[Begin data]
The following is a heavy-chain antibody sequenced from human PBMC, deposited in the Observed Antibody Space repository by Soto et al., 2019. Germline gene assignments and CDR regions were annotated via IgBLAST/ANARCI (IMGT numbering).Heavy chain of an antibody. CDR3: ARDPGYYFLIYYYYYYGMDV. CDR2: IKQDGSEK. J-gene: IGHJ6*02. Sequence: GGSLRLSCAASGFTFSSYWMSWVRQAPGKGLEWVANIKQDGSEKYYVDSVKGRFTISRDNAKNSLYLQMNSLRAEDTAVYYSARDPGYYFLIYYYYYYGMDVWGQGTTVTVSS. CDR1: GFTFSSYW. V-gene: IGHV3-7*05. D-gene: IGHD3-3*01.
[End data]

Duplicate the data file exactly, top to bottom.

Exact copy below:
The following is a heavy-chain antibody sequenced from human PBMC, deposited in the Observed Antibody Space repository by Soto et al., 2019. Germline gene assignments and CDR regions were annotated via IgBLAST/ANARCI (IMGT numbering).Heavy chain of an antibody. CDR3: ARDPGYYFLIYYYYYYGMDV. CDR2: IKQDGSEK. J-gene: IGHJ6*02. Sequence: GGSLRLSCAASGFTFSSYWMSWVRQAPGKGLEWVANIKQDGSEKYYVDSVKGRFTISRDNAKNSLYLQMNSLRAEDTAVYYSARDPGYYFLIYYYYYYGMDVWGQGTTVTVSS. CDR1: GFTFSSYW. V-gene: IGHV3-7*05. D-gene: IGHD3-3*01.